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OPINION: Critical mineral supply chains essential for economic development opportunities

Regulatory policy must evolve to align with current industry needs

Security of critical minerals supply has now become a major concern for government in light of the COVID-19 disruption to global supply chains. A North American solution is required to reduce reliance on China as a sole source of supply of many of our critical minerals.

North America does not have the full supply chains needed for many new technologies – such as electric vehicles, energy storage, sensor and data processing applications) and pharmaceuticals – although we do have all these minerals in the ground.

Northern Ontario is blessed with resources of many of these critical minerals, often referred to as “technology metals," including all the elements needed in lithium-ion battery technology.

So why aren’t we already taking advantage of this rich mineral endowment to establish rechargeable battery manufacturing capacity in Ontario?

The answer lies in regulatory policy that has not adapted to the unique circumstances developers of non-traditional mineral commodities, like lithium, are facing.

Regulatory change is clearly needed, as mining regulations are effectively blocking these supply chain developments.

Historically, the Canadian mining industry has been oriented towards extraction of bulk or exchange-traded commodities, such as gold. Such mined commodities have had essentially unlimited markets – encouraging large-scale operations designed to keep unit operating costs low.

In contrast, many critical minerals have small but growing markets, meaning that initial production should be at a small scale, with production increasing as demand grows.

Canada’s mining regulations have evolved over time to manage potential impacts to the land and consequent environmental risks associated with large mining operations.

At the exploration and pre-production stages, securities regulations have evolved to manage and reduce speculative investment risk in exploration oriented towards gold and other exchange-traded metallic commodities.

These regulations were effective in the past, but are not as relevant for the future, which will be increasingly focused on newly emerging technology metals. 

This is because most of these non-traditional mineral commodities are not commodities at all in the traditional sense of the term. Rather, they are manufactured products that require extensive processing to be utilized in new technology applications. 

Thus, at the early stage, drilling off the largest, highest grade resource you can find is not the primary objective.

The work is instead focused on test sampling to determine if the resource is amenable to production of the desired derivative material, then producing trial quantities for customer qualification.

Once the process is proven, new developers must begin supplying the market quickly, which means initiating small-scale production as soon as possible.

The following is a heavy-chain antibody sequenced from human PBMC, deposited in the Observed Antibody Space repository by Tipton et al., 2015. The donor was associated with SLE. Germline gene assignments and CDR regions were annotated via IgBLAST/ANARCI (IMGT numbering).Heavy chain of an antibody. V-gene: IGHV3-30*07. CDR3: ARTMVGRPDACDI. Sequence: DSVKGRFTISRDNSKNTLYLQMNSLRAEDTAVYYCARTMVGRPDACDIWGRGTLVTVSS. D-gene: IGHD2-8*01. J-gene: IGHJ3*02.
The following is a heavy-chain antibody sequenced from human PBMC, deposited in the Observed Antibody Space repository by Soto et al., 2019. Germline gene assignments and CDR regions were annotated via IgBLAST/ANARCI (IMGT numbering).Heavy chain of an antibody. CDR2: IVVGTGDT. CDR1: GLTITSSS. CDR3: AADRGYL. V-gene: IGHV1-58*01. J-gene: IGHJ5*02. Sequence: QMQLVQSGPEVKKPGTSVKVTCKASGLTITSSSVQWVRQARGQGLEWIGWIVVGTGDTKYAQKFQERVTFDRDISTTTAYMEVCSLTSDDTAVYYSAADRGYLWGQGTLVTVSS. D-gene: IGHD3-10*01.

Mining industry regulations in Canada never contemplated the consequences of new technology, what minerals would be needed in the future, or how the industry would evolve to produce them.

They also never contemplated how new, more efficient extraction technologies can dramatically reduce the environmental impacts typically associated with mineral processing and can even have beneficial impacts by recovering critical minerals from historic mine wastes.

Critical minerals are required to transition to the low-carbon future policymakers envision.

According to Minerals for Climate Action, a recently published report from the World Bank Group, production of battery materials such as graphite, lithium, manganese and cobalt (all of which occur in Northern Ontario!) will have to increase by nearly 500 per cent by 2050 to meet the growing demand for clean energy technologies.

Fortunately, policymakers in government are now listening as they try to incentivize creation of these new supply chains.

Public support is there as well.

The Mining Association of Canada recently released a national poll which showed that 90 per cent of those surveyed like the idea of Canada being a preferred source for critical minerals and would like to see government take action to help make it happen. 

A well-structured and informed strategy could also revitalize the economies in Northern Ontario that have traditionally relied on natural resource development.

It will also create new economic opportunities for remote First Nation communities looking for ways to participate in the new clean economy to create wealth and prosperity for future generations.

Northern Ontario has the opportunity to provide global leadership in establishing new critical minerals supply chains.

We have the resources and knowledge to establish sustainable mineral production and manufacture the derivative products needed in rechargeable battery, electric vehicle, wind turbine and solar panel technologies.

It simply involves cutting the regulatory red tape frustrating entrepreneurs in the sector, then encouraging end users in the clean-tech sector to establish manufacturing facilities in Ontario to take advantage of local sustainable supply sources.

Don Bubar is a geologist with more than 40 years of experience in mineral exploration and development in Canada. For most of the past 20 years he has been focused on critical minerals resources, notably lithium, tantalum, cesium, and rare earth elements. He is currently the president and CEO of Avalon Advanced Materials. The company has a lithium exploration play at Separation Rapids, north of Kenora.